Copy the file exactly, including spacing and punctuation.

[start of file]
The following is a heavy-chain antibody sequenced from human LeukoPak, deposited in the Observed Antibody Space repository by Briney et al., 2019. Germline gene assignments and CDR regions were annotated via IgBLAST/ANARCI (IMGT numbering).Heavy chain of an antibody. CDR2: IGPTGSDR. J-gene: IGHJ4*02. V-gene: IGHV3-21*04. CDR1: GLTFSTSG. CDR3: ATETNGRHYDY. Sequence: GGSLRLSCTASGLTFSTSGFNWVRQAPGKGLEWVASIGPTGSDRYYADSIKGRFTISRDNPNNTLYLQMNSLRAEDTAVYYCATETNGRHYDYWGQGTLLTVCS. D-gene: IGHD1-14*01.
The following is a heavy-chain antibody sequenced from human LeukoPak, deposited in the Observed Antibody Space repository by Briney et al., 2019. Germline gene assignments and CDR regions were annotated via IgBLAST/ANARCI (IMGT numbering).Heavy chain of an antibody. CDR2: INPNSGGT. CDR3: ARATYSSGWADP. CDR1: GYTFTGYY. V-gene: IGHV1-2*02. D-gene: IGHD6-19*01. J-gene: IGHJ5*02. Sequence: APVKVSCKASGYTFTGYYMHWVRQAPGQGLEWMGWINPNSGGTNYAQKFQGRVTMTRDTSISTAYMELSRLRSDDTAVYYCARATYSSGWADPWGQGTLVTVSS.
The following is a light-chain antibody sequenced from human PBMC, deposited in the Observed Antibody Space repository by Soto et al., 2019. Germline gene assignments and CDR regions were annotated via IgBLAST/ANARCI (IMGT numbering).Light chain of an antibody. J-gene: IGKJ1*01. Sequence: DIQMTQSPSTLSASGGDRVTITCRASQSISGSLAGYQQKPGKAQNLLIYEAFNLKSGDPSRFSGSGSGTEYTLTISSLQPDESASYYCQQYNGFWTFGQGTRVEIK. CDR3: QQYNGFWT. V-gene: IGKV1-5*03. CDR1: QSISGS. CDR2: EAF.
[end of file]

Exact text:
The following is a heavy-chain antibody sequenced from human LeukoPak, deposited in the Observed Antibody Space repository by Briney et al., 2019. Germline gene assignments and CDR regions were annotated via IgBLAST/ANARCI (IMGT numbering).Heavy chain of an antibody. CDR2: IGPTGSDR. J-gene: IGHJ4*02. V-gene: IGHV3-21*04. CDR1: GLTFSTSG. CDR3: ATETNGRHYDY. Sequence: GGSLRLSCTASGLTFSTSGFNWVRQAPGKGLEWVASIGPTGSDRYYADSIKGRFTISRDNPNNTLYLQMNSLRAEDTAVYYCATETNGRHYDYWGQGTLLTVCS. D-gene: IGHD1-14*01.
The following is a heavy-chain antibody sequenced from human LeukoPak, deposited in the Observed Antibody Space repository by Briney et al., 2019. Germline gene assignments and CDR regions were annotated via IgBLAST/ANARCI (IMGT numbering).Heavy chain of an antibody. CDR2: INPNSGGT. CDR3: ARATYSSGWADP. CDR1: GYTFTGYY. V-gene: IGHV1-2*02. D-gene: IGHD6-19*01. J-gene: IGHJ5*02. Sequence: APVKVSCKASGYTFTGYYMHWVRQAPGQGLEWMGWINPNSGGTNYAQKFQGRVTMTRDTSISTAYMELSRLRSDDTAVYYCARATYSSGWADPWGQGTLVTVSS.
The following is a light-chain antibody sequenced from human PBMC, deposited in the Observed Antibody Space repository by Soto et al., 2019. Germline gene assignments and CDR regions were annotated via IgBLAST/ANARCI (IMGT numbering).Light chain of an antibody. J-gene: IGKJ1*01. Sequence: DIQMTQSPSTLSASGGDRVTITCRASQSISGSLAGYQQKPGKAQNLLIYEAFNLKSGDPSRFSGSGSGTEYTLTISSLQPDESASYYCQQYNGFWTFGQGTRVEIK. CDR3: QQYNGFWT. V-gene: IGKV1-5*03. CDR1: QSISGS. CDR2: EAF.